Behavior

Behavior

Behavior or behaviour (see external, conscious or subconscious, overt or covert, and voluntary or involuntary.[1]

Contents

  • Biology 1
    • Human 1.1
  • Other fields 2
    • Earth sciences 2.1
    • Management 2.2
  • See also 3
  • References 4
  • Further reading 5
  • External links 6

Biology

Although there is some disagreement as to how to precisely define behavior in a biological context, one common interpretation based on a meta-analysis of scientific literature states that "behavior is the internally coordinated responses (actions or inactions) of whole living organisms (individuals or groups) to internal and/or external stimuli"[2]

A broader definition of behavior, applicable to plants and other organisms, is similar to the concept of phenotypic plasticity. It describes behavior as a response to an event or environment change during the course of the lifetime of an individual, differing from other physiological or biochemical changes that occurs much rapidly, and excluding changes that are result of development (ontogeny).[3][4]

Behaviors can be either innate or learned.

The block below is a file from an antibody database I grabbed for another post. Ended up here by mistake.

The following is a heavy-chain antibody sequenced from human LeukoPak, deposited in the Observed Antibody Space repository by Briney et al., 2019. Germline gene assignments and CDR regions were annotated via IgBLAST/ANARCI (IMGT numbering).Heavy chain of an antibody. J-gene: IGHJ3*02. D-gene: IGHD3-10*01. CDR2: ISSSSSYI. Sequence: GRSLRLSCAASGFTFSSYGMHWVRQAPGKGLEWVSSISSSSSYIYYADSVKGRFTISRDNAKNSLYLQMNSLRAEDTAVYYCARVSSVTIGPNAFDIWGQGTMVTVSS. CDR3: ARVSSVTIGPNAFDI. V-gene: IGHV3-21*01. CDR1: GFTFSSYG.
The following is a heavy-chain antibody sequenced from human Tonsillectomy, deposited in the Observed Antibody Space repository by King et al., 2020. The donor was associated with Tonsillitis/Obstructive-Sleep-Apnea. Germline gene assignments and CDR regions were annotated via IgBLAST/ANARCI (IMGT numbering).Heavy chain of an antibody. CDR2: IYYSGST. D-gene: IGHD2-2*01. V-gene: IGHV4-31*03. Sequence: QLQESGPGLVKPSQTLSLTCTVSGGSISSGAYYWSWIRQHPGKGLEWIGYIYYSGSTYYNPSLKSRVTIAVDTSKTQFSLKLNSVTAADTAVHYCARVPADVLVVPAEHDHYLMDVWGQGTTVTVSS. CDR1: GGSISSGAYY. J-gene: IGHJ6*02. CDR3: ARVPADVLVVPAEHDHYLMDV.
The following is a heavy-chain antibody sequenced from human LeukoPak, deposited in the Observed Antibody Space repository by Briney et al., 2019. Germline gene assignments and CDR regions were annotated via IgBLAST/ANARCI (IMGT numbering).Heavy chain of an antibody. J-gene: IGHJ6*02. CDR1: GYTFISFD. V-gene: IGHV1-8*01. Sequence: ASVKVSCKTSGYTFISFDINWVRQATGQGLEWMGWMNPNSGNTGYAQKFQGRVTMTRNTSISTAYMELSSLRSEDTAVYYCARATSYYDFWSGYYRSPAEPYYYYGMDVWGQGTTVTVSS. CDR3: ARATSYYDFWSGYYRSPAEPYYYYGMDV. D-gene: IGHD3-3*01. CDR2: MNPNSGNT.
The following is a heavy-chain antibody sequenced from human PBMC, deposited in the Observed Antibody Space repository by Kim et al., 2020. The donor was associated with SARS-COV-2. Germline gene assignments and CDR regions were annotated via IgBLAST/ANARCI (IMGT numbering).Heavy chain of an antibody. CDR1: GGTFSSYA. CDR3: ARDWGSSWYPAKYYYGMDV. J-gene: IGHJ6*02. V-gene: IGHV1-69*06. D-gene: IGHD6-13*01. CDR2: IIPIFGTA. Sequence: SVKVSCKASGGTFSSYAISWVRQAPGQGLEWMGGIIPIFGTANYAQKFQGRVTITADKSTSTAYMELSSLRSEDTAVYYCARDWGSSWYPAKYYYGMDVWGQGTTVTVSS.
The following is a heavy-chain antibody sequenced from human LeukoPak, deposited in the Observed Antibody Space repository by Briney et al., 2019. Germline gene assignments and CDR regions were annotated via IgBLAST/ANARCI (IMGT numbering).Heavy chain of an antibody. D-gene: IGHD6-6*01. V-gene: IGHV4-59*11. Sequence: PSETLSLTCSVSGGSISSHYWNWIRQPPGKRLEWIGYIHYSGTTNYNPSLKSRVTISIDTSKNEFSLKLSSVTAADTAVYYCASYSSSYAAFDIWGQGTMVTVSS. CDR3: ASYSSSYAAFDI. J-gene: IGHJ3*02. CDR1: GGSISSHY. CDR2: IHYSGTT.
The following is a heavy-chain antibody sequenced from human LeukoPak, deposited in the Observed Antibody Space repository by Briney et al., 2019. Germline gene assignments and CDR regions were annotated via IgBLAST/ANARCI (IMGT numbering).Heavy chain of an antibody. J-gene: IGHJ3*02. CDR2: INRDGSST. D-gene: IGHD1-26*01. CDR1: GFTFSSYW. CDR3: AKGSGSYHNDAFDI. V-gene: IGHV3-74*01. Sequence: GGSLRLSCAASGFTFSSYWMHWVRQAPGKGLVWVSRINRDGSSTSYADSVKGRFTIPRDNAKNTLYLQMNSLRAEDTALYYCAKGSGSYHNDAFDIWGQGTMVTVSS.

Behavior can be regarded as any action of an organism that changes its relationship to its environment. Behavior provides outputs from the organism to the environment.[5]

Human

Human behavior is believed to be influenced by the learn new responses and thus adjust their behavior.

Other fields

Behavior outside of psychology includes physical property and chemical reactions.

Earth sciences

In environmental modeling and especially in hydrology, a "behavioral model" means a model that is acceptably consistent with observed natural processes, i.e., that simulates well, for example, observed river discharge. It is a key concept of the so-called Generalized Likelihood Uncertainty Estimation (GLUE) methodology to quantify how uncertain environmental predictions are.

Management

In management, behaviors are associated with desired or undesired focuses. Managers generally note what the desired outcome is, but behavioral patterns can take over. These patterns are the reference to how often the desired behavior actually occurs. Before a behavior actually occurs, antecedents focus on the stimuli that influence the behavior that is about to happen. After the behavior occurs, consequences fall into place. They can come in the form of rewards or punishments.

See also

References

  1. ^
  2. ^
  3. ^ Karban, R. (2008). Plant behaviour and communication. Ecology Letters 11 (7): 727–739, [1].
  4. ^ Karban, R. (2015). Plant Behavior and Communication. In: Plant Sensing and Communication. Chicago and London: The University of Chicago Press, pp. 1-8, [2].
  5. ^ Dusenbery, David B. (2009). Living at Micro Scale, p. 124. Harvard University Press, Cambridge, Mass. ISBN 978-0-674-03116-6.

Further reading

External links

  • Links to review articles by Eric Turkheimer and co-authors on behavior research